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But other legal scholars say that the Supreme Court has in recent decades taken a much broader view of Congress’ commerce powers and would likely do the same in this case if the legislation’s mandate is challenged in court.

“I would be willing to wager with Professor Barnett that the Supreme Court would uphold such a mandate, given the court’s expansive reading of the Commerce Clause. In fact, I don’t think the vote would be close,” Washington and Lee University professor Timothy Stoltzfus Jost said.

Even some conservative legal analysts who oppose the health care reform think that in the end, if the legislation passes, Congress would win in the courts.

“In this case, the overall scheme would involve the regulation of ‘commerce’ as the Supreme Court has defined it for several decades, as it would involve the regulation of health care markets. And the success of such a regulatory scheme would depend upon requiring all to participate,” writes Jonathan H. Adler, law professor at Case Western Reserve University School of Law.

House Majority Leader Steny H. Hoyer of Maryland was asked at a news conference recently whether Congress had “the power to mandate that somebody buy health insurance.” He replied: “Promoting the general welfare in the Constitution obviously gives broad authority to Congress to effect that end. Clearly, this is within our constitutional responsibility.”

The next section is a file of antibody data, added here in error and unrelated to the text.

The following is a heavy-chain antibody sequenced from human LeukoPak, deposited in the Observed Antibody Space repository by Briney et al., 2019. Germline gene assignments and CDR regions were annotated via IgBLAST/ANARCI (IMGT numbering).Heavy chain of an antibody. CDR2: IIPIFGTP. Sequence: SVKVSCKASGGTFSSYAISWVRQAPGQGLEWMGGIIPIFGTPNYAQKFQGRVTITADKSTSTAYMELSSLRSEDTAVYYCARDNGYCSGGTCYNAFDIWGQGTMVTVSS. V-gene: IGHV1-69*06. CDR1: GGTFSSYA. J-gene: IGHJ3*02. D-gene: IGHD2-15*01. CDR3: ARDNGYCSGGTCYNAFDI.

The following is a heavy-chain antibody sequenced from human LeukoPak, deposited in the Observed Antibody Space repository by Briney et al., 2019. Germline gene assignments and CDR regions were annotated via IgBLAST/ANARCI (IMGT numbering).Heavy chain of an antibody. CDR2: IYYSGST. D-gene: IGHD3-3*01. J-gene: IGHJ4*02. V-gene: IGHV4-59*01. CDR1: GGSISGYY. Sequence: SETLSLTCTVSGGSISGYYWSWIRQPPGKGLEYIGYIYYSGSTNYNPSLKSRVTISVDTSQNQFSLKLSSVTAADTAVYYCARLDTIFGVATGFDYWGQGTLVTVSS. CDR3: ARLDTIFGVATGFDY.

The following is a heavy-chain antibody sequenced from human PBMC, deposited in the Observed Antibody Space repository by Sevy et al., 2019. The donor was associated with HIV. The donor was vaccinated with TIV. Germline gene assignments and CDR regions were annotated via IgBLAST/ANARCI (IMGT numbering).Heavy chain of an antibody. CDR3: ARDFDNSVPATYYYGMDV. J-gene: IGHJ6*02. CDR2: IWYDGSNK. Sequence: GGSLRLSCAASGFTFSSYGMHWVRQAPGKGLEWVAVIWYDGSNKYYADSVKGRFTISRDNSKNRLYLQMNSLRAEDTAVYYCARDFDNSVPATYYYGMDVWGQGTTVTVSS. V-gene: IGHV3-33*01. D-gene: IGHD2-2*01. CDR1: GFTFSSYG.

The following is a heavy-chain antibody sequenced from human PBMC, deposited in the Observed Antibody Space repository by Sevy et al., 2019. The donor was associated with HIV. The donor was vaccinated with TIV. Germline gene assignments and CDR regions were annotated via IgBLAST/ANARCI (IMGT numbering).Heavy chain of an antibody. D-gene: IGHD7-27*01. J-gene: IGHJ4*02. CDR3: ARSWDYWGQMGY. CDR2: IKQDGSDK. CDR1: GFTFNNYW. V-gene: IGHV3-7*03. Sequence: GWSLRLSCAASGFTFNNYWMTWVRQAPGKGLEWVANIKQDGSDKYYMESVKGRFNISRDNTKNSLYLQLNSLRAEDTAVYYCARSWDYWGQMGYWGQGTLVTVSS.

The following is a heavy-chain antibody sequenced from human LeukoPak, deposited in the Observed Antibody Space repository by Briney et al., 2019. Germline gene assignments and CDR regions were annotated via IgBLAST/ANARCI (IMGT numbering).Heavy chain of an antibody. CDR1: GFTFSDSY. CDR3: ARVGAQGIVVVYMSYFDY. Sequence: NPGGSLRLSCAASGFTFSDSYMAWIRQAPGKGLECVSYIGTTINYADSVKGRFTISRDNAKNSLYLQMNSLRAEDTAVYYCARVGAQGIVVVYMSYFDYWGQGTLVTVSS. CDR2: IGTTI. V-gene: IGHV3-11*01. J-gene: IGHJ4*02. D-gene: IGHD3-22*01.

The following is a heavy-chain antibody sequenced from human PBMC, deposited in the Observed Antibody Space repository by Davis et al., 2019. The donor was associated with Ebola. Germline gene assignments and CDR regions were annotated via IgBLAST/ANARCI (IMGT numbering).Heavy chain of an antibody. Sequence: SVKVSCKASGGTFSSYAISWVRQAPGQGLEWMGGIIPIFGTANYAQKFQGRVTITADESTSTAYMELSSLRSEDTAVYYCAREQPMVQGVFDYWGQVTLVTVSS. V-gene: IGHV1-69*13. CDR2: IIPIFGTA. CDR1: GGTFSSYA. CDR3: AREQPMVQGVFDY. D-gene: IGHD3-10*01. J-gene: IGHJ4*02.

The Senate Finance Committee, which recently approved one of the Senate’s two main health care bills, “thoroughly explored the issue and believes that the policies put forward in our bill will fall within” the constitutional powers of Congress, a top aide said.

But the excise tax that would be imposed on anyone who did not purchase insurance and its enforcement “would invite [constitutional] scrutiny,” said a paper presented to the Federalist Society for Law and Public Policy Studies by Peter Urbanowicz, a lawyer and health care management consultant, and Dennis G. Smith, senior research fellow in health care reform at the Heritage Foundation.

They cited Columbia University health policy professor Sherry Glied, named by Mr. Obama to a top policy job in the Department of Health and Human Services, who warned that “developing a system to promptly identify and penalize scofflaws will take effort and ingenuity, particularly in our diverse and mobile country.”

“It may require a degree of intrusiveness and bureaucracy that some will find unpalatable.”